Thursday Feb. 4, 2016

0:00/ 0:00

The Cross of Snow

In the long, sleepless watches of the night,
A gentle face—the face of one long dead—
Looks at me from the wall, where round its head
The night-lamp casts a halo of pale light.
Here in this room she died; and soul more white
    Never through martyrdom of fire was led
    To its repose; nor can in books be read
    The legend of a life more benedight.
There is a mountain in the distant West
    That, sun-defying, in its deep ravines
    Displays a cross of snow upon its side.
Such is the cross I wear upon my breast
    These eighteen years, through all the changing scenes
    And seasons, changeless since the day she died.

“The Cross of Snow” by Henry Wadsworth Longfellow. Public Domain.  (buy now)

It's the birthday of Betty Friedan (books by this author), born in Peoria, Illinois (1921). She's the author of The Feminine Mystique (1963), a book that The New York Times described as being "one of the most influential nonfiction books of the 20th century." Friedan wrote about what she called "the problem that has no name," found particularly among educated suburban women in the years after the end of World War II, women who were leading ostensibly idyllic domestic lives as busy housewives and mothers and yet who felt inexplicably unfulfilled, unhappy, and restless.

She wrote:

"The problem lay buried, unspoken, for many years in the minds of American women. It was a strange stirring, a sense of dissatisfaction, a yearning that women suffered in the middle of the twentieth century in the United States. Each suburban wife struggled with it alone. As she made the beds, shopped for groceries, matched slipcover material, ate peanut butter sandwiches with her children, chauffeured Cub Scouts and Brownies, lay beside her husband at night — she was afraid to ask even of herself the silent question — 'Is this all?'"

Friedan once led tens of thousands of women — and quite a few men — down New York's Fifth Avenue and over to the New York Public Library in a strike for women's equality. She held signs that said things like "Don't Cook Dinner — Starve a Rat Tonight!" and "Don't Iron While the Strike Is Hot."

She went on to write several more books, including a memoir, Life So Far (2000). She died on this day in 2006, her 85th birthday.

It's the birthday of Charles Lindbergh, the first man to fly solo nonstop across the Atlantic Ocean from New York to Paris, born on this day in Detroit, Michigan (1902).

It's the birthday of the poet Gavin Ewart (books by this author), born in London, England (1916). He's the author of many books of poetry, including Pleasures of the Flesh (1966) and The Learned Hippopotamus (1987). He started his poetic career early, when he was just 17 years old, with a poem in the prestigious British literary journal New Verse. He published his first book of poems when he was 23, and his work was compared to T.S. Eliot and Ezra Pound. But when World War II broke out, he stopped writing poetry, and he became an advertising copywriter and didn't publish another book until 1964, when his collection Londoners came out. His poetry is often described as light verse:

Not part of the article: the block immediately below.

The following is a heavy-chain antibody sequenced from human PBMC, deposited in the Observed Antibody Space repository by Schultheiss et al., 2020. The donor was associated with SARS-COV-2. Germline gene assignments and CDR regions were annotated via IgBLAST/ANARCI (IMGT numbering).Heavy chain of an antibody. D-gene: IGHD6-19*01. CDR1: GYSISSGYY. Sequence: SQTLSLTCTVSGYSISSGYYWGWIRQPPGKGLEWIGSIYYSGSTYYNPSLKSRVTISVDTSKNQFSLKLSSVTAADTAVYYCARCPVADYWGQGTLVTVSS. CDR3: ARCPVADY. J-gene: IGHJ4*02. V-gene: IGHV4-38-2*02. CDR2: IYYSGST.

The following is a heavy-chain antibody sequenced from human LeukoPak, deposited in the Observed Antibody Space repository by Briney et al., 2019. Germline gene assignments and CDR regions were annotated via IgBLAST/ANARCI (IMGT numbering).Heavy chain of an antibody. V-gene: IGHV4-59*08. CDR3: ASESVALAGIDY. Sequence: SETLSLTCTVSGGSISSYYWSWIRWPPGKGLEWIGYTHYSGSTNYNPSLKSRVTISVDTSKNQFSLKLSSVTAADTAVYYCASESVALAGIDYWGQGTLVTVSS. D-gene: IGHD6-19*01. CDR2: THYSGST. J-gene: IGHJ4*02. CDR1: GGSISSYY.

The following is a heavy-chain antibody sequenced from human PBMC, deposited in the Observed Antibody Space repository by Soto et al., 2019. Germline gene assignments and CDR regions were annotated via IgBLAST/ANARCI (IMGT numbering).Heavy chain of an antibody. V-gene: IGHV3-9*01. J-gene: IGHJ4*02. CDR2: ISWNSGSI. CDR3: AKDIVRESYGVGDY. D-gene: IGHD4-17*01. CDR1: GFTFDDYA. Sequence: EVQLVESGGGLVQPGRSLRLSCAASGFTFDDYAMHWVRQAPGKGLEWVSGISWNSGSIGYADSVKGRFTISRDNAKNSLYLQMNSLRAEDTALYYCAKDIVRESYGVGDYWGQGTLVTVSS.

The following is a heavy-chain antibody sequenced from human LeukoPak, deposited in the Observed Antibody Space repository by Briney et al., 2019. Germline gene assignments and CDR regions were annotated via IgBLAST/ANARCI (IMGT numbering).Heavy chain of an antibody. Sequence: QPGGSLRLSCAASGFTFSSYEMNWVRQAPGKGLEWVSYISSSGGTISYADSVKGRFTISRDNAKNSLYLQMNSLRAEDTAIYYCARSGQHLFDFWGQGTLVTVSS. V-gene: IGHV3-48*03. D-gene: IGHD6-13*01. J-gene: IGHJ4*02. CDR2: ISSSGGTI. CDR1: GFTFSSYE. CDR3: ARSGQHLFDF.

"For nursery days are gone, nightmare is
real and there are no good Fairies.
The fox's teeth are in the bunny
and nothing can remove them, honey."

It's the birthday of novelist and short-story writer Robert Coover (books by this author), born in Charles City, Iowa (1932). His first novel, The Origin of the Brunists (1966), is about the lone survivor of a mining accident who goes on to start a religious cult. He said he writes "Because art blows life into the lifeless, death into the deathless."

He went on to write many experimental novels, including The Universal Baseball Association, Inc. (1968), The Public Burning (1977), and A Child Again (2005) and most recently, Noir (2010).

It was on this day in 1789 the electoral college unanimously elected George Washington as the first President of the United States.

It's the birthday of MacKinlay Kantor (books by this author), born in Webster City, Iowa (1904), who decided that he wanted to be a writer when he was 17 years old, and for the next four years, he helped his mother edit the local newspaper. He went on to write the Civil War novels The Jaybird (1932) and Long Remember (1934), and he spent 25 years researching Andersonville (1955), about the Confederate prison camp where almost 50,000 Union soldiers were held. It won the Pulitzer Prize in 1956.

It's the birthday of writer Stewart O'Nan (books by this author), born in Pittsburgh, Pennsylvania (1961). He worked for years as an aerospace engineer, and when he came home from his work every day he would go down to his basement and write. In 1994, he published his first novel, Snow Angels, about a murder in a small town in western Pennsylvania. He often writes about characters who feel trapped by their circumstances and end up doing horrible things.

He said, "My own life isn't terribly interesting, even to myself, and that ... [is] why I write about people and places so different from the ones I know."

Be well, do good work, and keep in touch.®